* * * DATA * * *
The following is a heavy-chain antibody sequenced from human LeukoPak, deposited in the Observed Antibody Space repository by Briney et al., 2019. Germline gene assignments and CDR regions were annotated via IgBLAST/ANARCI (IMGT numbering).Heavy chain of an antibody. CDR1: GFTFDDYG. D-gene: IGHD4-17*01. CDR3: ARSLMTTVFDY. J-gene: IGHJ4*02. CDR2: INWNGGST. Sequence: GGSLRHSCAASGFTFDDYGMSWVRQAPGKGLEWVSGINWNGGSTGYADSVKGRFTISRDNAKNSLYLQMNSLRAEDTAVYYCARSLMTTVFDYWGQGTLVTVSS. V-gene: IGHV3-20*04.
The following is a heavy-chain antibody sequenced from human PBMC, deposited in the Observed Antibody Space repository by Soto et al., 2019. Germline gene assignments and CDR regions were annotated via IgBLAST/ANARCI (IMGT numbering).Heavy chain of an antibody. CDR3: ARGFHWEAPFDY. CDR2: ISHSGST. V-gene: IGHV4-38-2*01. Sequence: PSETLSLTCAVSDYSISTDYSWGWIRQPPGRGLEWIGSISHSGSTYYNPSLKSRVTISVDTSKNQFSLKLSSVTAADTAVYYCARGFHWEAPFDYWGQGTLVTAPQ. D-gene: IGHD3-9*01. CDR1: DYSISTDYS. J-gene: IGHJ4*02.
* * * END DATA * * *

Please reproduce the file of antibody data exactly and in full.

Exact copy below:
The following is a heavy-chain antibody sequenced from human LeukoPak, deposited in the Observed Antibody Space repository by Briney et al., 2019. Germline gene assignments and CDR regions were annotated via IgBLAST/ANARCI (IMGT numbering).Heavy chain of an antibody. CDR1: GFTFDDYG. D-gene: IGHD4-17*01. CDR3: ARSLMTTVFDY. J-gene: IGHJ4*02. CDR2: INWNGGST. Sequence: GGSLRHSCAASGFTFDDYGMSWVRQAPGKGLEWVSGINWNGGSTGYADSVKGRFTISRDNAKNSLYLQMNSLRAEDTAVYYCARSLMTTVFDYWGQGTLVTVSS. V-gene: IGHV3-20*04.
The following is a heavy-chain antibody sequenced from human PBMC, deposited in the Observed Antibody Space repository by Soto et al., 2019. Germline gene assignments and CDR regions were annotated via IgBLAST/ANARCI (IMGT numbering).Heavy chain of an antibody. CDR3: ARGFHWEAPFDY. CDR2: ISHSGST. V-gene: IGHV4-38-2*01. Sequence: PSETLSLTCAVSDYSISTDYSWGWIRQPPGRGLEWIGSISHSGSTYYNPSLKSRVTISVDTSKNQFSLKLSSVTAADTAVYYCARGFHWEAPFDYWGQGTLVTAPQ. D-gene: IGHD3-9*01. CDR1: DYSISTDYS. J-gene: IGHJ4*02.